Senator Cruz’s pandering on immigration may lack Trump’s rhetorical excess, but it is no less extreme. His refusal to oppose banning foreigners based on their religion may be less bombastic than Trump’s position, but it is no less divisive.
We cannot “make America great again" by turning our backs on the values that made us the world’s greatest nation in the first place. I love our country too much to play a role in electing a candidate who would weaken our unity and darken our future – and so I will not enter the race for president of the United States.
However, nor will I stay silent about the threat that partisan extremism poses to our nation. I am not ready to endorse any candidate, but I will continue urging all voters to reject divisive appeals and demanding that candidates offer intelligent, specific and realistic ideas for bridging divides, solving problems, and giving us the honest and capable government we deserve.
For most Americans, citizenship requires little more than paying taxes. But many have given their lives to defend our nation – and all of us have an obligation as voters to stand up on behalf of ideas and principles that, as Lincoln said, represent “the last best hope of earth." I hope and pray I’m doing that.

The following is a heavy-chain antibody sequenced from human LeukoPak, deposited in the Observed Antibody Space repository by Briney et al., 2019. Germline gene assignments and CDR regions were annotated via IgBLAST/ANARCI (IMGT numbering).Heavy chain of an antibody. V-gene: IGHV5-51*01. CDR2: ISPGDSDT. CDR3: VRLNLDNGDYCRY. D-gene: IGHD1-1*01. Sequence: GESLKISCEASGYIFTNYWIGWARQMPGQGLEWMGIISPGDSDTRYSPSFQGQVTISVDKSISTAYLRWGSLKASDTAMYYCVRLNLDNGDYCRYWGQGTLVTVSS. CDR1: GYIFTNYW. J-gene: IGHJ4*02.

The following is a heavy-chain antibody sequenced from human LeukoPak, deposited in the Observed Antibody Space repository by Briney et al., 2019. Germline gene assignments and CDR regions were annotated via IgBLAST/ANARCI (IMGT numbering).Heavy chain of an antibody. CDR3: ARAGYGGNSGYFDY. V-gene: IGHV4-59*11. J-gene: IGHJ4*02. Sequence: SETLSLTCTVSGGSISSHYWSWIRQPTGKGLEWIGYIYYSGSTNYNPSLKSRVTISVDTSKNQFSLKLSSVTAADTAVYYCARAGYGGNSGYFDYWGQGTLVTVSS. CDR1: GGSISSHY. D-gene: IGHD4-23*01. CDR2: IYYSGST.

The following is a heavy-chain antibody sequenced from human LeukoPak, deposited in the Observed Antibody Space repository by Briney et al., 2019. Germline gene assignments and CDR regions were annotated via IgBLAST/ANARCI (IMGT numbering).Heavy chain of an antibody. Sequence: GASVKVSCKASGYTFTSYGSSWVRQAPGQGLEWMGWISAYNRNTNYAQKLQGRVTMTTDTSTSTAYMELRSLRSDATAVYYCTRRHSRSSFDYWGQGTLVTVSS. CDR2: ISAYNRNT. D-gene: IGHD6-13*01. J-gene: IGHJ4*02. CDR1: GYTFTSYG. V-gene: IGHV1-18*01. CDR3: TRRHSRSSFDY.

Read the whole article here:
http://www.bloombergview.com/articles/2016-03-07/the-2016-election-risk-that-michael-bloomberg-won-t-take
It’s worth reading.

My husband, who is no fan of Hillary Clinton, added this:
Implicitly, he is resigning himself to Clinton. Interesting, and astute, that as a Republican he thinks her less bad than Trump or Cruz, and that he correctly assesses Cruz as as bad ( in my view worse) than Trump.
But oh how has it come to this pass: that a talented centrist like Bloomberg, even with his billions, cannot run, while the contenders are the two ( or three) most despicable presidential candidates that the country has ever spat up? ( Well, Nixon runs Clinton close, but they’re pretty much clones). If the rigged big money system cannot allow Bloomberg to oust Trump, it proves that money is not the only thing that has destroyed American democracy. The American people have done it.